Amazon Studios and Apple both recently have signed leases at Culver Studios (once owned by Cecil B. DeMille and later Desi Arnaz and Lucille Ball), the movie lot anchored by the “Mansion,” a white, columned structure that was Tara for certain scenes in Gone With the Wind. HBO is planning a move to the Washington Boulevard site of restaurant supply store Surfas, with architectural group Gensler tapped to design. The former 1980s Sony Pictures Plaza building is mid-makeover and will house a mix of offices and retailers (Equinox already has leased 32,000 square feet). Nearby, the $300 million Ivy Station project will include a 148-room boutique hotel, apartments, offices, shops and restaurants.
The new arrivals join Beats, Disney’s Maker Studios, gaming company Scopely, digital marketing firm SteelHouse and PopSugar LA — many of them clustered around the Hayden Tract, a former industrial area now known for its architecturally experimental buildings. The influx of world-class creative businesses has in turn impacted the area’s residential market — the median home sale has jumped 27 percent in the past year, according to Trulia. “When you have high-paying jobs in a region, increases in home prices follow suit,” notes UCLA Anderson School of Management professor Paul Habibi. “And the fact that it’s a sovereign, independent city with its own services, planning and zoning is attractive to developers and investors.” The May 2016 extension of the Expo Line, linking Culver City to Santa Monica, has only added to the allure.
Real estate agent Todd Miller has been seeing a lot of buyers who are priced out of Beverly Hills and Santa Monica — “tech and entertainment people who make good money and want to buy or live in high-end rentals,” he notes. “I used to tell people Culver City homes would all be million-dollar homes when they were selling for $600,000 to $800,000 a few years ago, but now I have to start saying they’ll be $2 million homes. It’s crazy.”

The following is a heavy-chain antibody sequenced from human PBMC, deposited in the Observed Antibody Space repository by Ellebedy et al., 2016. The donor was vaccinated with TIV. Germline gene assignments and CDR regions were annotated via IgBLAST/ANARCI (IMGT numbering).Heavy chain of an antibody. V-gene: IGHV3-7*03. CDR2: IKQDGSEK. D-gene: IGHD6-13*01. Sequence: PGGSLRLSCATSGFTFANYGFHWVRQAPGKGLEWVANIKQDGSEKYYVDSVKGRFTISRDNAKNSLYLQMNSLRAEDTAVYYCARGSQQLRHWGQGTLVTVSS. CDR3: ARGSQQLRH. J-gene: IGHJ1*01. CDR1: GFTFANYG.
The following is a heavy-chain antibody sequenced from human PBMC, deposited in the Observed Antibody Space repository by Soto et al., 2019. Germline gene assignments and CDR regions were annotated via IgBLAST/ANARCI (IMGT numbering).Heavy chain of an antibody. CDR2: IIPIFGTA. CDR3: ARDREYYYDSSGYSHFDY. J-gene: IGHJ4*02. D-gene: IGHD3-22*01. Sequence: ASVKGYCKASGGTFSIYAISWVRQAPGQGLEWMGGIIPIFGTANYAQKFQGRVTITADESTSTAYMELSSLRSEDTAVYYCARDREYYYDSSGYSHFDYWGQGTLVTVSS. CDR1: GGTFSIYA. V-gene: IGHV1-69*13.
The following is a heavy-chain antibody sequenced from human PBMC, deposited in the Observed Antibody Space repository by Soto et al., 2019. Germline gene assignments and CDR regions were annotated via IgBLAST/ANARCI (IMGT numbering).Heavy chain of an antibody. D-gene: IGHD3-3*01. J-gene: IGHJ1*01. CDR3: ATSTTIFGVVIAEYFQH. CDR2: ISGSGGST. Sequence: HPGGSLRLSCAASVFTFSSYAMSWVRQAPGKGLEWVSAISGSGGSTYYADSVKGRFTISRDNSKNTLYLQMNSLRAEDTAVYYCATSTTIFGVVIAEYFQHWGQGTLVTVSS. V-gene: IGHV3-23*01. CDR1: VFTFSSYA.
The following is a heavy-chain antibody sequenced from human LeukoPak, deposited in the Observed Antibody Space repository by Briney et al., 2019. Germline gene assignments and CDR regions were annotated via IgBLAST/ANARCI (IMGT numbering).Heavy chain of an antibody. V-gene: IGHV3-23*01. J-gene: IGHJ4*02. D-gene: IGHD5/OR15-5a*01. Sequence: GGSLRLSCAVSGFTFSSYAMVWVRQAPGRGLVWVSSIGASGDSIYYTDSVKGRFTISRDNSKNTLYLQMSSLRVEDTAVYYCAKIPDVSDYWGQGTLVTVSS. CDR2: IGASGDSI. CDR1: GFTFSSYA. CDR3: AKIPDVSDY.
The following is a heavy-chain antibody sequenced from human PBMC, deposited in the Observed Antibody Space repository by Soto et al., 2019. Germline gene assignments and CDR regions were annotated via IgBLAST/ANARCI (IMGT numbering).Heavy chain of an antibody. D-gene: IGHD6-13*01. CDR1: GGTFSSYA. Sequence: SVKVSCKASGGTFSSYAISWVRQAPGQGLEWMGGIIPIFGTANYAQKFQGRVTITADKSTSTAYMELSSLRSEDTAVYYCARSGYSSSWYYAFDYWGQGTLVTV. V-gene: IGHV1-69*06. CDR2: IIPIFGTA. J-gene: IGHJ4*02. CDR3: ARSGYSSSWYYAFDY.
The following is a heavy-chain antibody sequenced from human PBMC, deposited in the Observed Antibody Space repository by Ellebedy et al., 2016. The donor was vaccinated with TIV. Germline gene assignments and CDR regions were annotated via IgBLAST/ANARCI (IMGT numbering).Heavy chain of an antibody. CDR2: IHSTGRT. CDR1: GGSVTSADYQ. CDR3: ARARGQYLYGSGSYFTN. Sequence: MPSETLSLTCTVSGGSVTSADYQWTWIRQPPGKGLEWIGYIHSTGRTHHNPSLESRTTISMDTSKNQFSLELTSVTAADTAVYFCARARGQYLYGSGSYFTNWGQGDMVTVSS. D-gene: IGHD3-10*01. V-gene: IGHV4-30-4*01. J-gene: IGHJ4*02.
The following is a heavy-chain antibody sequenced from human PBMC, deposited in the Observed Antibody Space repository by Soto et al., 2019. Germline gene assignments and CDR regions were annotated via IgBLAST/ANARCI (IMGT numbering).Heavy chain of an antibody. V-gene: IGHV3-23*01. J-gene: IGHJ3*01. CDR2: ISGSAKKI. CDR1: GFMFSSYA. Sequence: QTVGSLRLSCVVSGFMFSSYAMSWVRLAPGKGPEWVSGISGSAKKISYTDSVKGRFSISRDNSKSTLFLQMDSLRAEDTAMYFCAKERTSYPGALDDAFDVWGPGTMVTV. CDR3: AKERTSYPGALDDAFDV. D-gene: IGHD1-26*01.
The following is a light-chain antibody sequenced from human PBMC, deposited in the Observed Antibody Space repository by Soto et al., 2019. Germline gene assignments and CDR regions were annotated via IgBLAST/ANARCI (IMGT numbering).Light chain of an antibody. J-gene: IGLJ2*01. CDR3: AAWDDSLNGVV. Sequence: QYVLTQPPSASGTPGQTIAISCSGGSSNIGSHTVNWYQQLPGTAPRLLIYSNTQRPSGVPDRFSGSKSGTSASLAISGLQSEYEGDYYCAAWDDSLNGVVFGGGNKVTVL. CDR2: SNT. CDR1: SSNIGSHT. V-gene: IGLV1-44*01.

Ty Burrell didn’t double his money, but he came close: The Modern Family star bought a 1,680-square-foot condo for $865,000 in 2010 and sold it in April for $1.432 million. Ali Wong (Netflix’s Baby Cobra) and Food Network’s Aarti Sequeira also have homes here. Current listings include a 968-square-foot bungalow for $1.5 million and a 3,400-square-foot contemporary for $2.75 million. “Demand is high and inventory is low, so we have clients who will look into areas that border Culver City,” says Debbie Weiss, who recently helped producers Derrick and Adriane Hopper Williams buy a Ladera Heights home for $1.58 million.
Culver City offers a unique small town/big industry juxtaposition: Tim Robbins’ Actors Gang invites kids for free workshops (with the star often in attendance), while Harrison Ford heads to dive bar Back Stage. But as housing prices surge toward $1,500 a square foot, gentrification is a hot topic on the city’s Facebook page, moderated by Dan O’Brien, a Boy Scout Troop leader and editor at Fox Broadcasting. Discussions about the lack of affordable housing are occasionally punctuated with posts by incoming buyers requesting recommendations for vegan chefs and personal trainers. “Price per square foot is very high,” says Habibi, but he adds that limited lot size will keep the city from becoming a one-percenter enclave. “Ten-million-dollar homes aren’t coming there anytime soon.”